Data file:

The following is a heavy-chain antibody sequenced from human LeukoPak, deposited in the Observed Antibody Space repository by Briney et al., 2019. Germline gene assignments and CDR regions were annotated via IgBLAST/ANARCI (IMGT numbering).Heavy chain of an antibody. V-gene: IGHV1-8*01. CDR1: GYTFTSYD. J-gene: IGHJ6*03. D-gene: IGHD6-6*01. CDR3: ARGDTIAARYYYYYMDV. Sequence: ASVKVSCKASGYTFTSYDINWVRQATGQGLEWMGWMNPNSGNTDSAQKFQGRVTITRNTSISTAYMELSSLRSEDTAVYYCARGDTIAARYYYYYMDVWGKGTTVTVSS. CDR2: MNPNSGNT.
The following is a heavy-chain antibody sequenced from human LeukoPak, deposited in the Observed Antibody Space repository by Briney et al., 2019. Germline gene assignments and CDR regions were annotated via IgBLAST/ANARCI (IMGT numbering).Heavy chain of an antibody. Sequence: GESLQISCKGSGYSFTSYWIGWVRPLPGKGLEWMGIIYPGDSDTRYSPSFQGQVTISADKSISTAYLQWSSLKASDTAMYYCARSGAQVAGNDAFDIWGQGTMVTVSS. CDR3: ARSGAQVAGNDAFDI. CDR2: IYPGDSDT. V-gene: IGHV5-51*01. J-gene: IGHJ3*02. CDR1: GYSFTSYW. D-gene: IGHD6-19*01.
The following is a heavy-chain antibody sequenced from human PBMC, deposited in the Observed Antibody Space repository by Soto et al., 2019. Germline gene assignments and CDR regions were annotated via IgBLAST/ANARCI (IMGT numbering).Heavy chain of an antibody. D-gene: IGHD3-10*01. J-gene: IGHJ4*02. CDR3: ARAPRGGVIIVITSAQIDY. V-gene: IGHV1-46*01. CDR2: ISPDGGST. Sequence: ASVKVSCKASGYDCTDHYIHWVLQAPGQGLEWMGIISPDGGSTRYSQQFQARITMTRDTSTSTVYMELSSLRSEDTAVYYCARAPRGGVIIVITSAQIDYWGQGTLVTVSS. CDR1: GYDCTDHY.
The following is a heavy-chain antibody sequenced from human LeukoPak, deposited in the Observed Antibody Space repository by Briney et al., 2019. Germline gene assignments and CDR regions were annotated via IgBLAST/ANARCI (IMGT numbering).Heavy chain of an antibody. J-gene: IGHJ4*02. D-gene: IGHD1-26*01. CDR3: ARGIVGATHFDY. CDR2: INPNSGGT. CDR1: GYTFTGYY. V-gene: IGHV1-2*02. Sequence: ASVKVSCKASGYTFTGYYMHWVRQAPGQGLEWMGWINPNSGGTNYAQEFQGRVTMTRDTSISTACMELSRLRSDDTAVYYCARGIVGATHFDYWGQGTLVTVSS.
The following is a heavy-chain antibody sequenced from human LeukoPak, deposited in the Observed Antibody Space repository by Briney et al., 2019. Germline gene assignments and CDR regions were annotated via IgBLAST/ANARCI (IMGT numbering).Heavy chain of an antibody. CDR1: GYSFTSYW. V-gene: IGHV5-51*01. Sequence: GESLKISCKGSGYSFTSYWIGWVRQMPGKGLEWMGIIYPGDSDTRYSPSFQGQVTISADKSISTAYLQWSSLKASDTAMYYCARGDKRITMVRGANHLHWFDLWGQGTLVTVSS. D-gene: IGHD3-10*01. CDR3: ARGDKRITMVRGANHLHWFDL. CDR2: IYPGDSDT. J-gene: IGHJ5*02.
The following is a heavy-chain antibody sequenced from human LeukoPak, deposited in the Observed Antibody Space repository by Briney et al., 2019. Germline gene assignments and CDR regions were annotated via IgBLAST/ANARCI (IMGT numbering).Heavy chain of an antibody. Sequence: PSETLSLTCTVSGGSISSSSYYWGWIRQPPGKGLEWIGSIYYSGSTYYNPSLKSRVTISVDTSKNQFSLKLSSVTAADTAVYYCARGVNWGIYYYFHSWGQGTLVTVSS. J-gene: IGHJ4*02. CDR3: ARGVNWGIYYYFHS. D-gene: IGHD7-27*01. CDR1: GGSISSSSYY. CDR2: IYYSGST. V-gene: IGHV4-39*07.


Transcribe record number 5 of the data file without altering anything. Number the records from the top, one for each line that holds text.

The following is a heavy-chain antibody sequenced from human LeukoPak, deposited in the Observed Antibody Space repository by Briney et al., 2019. Germline gene assignments and CDR regions were annotated via IgBLAST/ANARCI (IMGT numbering).Heavy chain of an antibody. CDR1: GYSFTSYW. V-gene: IGHV5-51*01. Sequence: GESLKISCKGSGYSFTSYWIGWVRQMPGKGLEWMGIIYPGDSDTRYSPSFQGQVTISADKSISTAYLQWSSLKASDTAMYYCARGDKRITMVRGANHLHWFDLWGQGTLVTVSS. D-gene: IGHD3-10*01. CDR3: ARGDKRITMVRGANHLHWFDL. CDR2: IYPGDSDT. J-gene: IGHJ5*02.